WHEN A PLAN B BECOMES A BLESSED PLAN A
My life was good... and then fate turned it upside down - and I'm happy with the result.
I want to share this story because it may bring a cheer to your heart, and inspire your courage.
In my fifties, I had the life I wanted: I earned a living in my dream career as a writerI was living in Britain near the sea, renting a pleasant ground-floor flat (American English: 'apartment') with a garden ('yard'), had a sweet cat companion and a circle of like-minded creative friends. I planned to live there for the rest of my life.
Then politics happened. Britain decided to leave the European Union. Without going into the pros and cons of the so-called 'Brexit' (I don't want this post to lead to political discussions!), for me as a German, it was a potential disaster.
As a European Union national, I have the right of residence with full legal rights in any country of the European Union. I had chosen Britain, and lived there for almost three decades. But suddenly, everything I'd built up threatened to tumble down. Government officials contradicted themselves about if and on what terms European Union nationals would be allowed to remain. I really don't want to go into details.... let's just say it was a period of terrible uncertainty.
I thought, "I don't want to lose my home and everything I've built up! I want to stay here. But what if I have to leave? What if the worst comes to the worst, and the government decides to expel people like me. What if I have to leave at short notice, with nowhere to go?"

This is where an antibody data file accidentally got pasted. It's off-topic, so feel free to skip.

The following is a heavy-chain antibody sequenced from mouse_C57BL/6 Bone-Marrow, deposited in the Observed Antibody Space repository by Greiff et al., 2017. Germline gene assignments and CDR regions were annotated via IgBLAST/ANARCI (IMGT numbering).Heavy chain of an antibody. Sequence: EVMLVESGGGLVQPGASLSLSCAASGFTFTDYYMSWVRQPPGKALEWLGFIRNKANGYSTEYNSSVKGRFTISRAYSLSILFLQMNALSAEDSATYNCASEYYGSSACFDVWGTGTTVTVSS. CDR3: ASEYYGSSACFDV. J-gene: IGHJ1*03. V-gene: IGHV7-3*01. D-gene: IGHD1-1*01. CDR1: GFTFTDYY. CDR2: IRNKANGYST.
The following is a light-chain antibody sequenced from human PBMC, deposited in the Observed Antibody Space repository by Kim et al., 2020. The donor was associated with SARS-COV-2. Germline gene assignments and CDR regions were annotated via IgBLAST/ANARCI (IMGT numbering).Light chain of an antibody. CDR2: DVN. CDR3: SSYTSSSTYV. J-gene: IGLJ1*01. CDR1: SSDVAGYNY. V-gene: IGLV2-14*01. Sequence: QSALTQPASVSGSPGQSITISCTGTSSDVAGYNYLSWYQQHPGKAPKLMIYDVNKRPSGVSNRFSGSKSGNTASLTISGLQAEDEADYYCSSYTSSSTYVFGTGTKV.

I wanted to have a Plan B, just in case. So I researched my options. I discovered that Bulgaria - a European Union country about which I knew almost nothing - could be exactly right for me. I travelled there for a holiday ('vacation') to see what it was like. At this stage, I still thought of it as merely a Plan B that I hoped not to need.
From the first day of my visit, I realised that Bulgaria was perfect for me. The country offered me all I needed, and more. Since Bulgaria has excellent Internet, I could continue my life as a freelance writer - and since the cost of living is much lower, the international income (modest by British or German standards, but high compared with Bulgarian wages) would stretch much further. Gorgeous landscapes with mountains, pine covered slopes, plains, fields of cheerful yellow sunflowers, apple orchards, archaeological treasures from the ancient Thracian and Roman periods, picturesque townshouses with brightly painted facades in the National Revival style, a cornflower-blue sky with bright sun... I loved it
Within a few days, my Plan B had become my Plan A.
Back in wet grey Britain, I didn't even await the outcome of latest political Brexit-squabbles. I learnt Bulgarian and started packing.
I've lived in Bulgaria for two years now, and I feel - in my head as well as in my heart - that this was the right decision.
After the dismal damp weather of Britain, the Bulgarian sunshine and bright blue skies boost my health and brighten my mood.
I used to dream of owning my own property: a single-story village house with a garden where I could practice permaculture, create a flower paradise, be self-sufficient in fruit and vegetables, and pick fresh fruit directly from the trees of my own orchard.
In Britain, this dream was unrealistic. With my relatively low income as a writer, property ownership iwas out of the question, let alone a nice house with an orchard. I labelled that dream 'unrealistic fantasy' and shelved it.